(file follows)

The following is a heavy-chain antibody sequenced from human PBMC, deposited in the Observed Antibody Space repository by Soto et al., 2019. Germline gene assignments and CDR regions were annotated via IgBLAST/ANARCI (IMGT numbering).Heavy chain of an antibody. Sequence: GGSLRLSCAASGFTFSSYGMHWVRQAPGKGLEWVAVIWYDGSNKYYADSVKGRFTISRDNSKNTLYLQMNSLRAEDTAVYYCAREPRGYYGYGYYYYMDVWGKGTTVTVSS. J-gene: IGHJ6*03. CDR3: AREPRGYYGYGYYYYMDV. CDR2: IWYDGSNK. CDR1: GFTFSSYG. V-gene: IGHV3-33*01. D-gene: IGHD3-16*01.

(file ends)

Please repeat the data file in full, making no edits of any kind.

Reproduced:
The following is a heavy-chain antibody sequenced from human PBMC, deposited in the Observed Antibody Space repository by Soto et al., 2019. Germline gene assignments and CDR regions were annotated via IgBLAST/ANARCI (IMGT numbering).Heavy chain of an antibody. Sequence: GGSLRLSCAASGFTFSSYGMHWVRQAPGKGLEWVAVIWYDGSNKYYADSVKGRFTISRDNSKNTLYLQMNSLRAEDTAVYYCAREPRGYYGYGYYYYMDVWGKGTTVTVSS. J-gene: IGHJ6*03. CDR3: AREPRGYYGYGYYYYMDV. CDR2: IWYDGSNK. CDR1: GFTFSSYG. V-gene: IGHV3-33*01. D-gene: IGHD3-16*01.